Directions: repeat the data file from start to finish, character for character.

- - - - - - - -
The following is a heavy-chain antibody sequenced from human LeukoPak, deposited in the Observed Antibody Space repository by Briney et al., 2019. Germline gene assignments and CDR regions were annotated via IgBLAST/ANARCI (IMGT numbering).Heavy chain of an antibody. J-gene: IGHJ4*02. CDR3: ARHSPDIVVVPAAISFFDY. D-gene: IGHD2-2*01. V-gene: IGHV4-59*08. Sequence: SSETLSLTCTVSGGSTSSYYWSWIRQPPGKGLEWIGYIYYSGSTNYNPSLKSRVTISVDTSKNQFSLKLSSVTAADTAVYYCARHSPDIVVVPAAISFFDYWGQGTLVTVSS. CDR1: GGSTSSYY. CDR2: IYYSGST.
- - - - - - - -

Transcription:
The following is a heavy-chain antibody sequenced from human LeukoPak, deposited in the Observed Antibody Space repository by Briney et al., 2019. Germline gene assignments and CDR regions were annotated via IgBLAST/ANARCI (IMGT numbering).Heavy chain of an antibody. J-gene: IGHJ4*02. CDR3: ARHSPDIVVVPAAISFFDY. D-gene: IGHD2-2*01. V-gene: IGHV4-59*08. Sequence: SSETLSLTCTVSGGSTSSYYWSWIRQPPGKGLEWIGYIYYSGSTNYNPSLKSRVTISVDTSKNQFSLKLSSVTAADTAVYYCARHSPDIVVVPAAISFFDYWGQGTLVTVSS. CDR1: GGSTSSYY. CDR2: IYYSGST.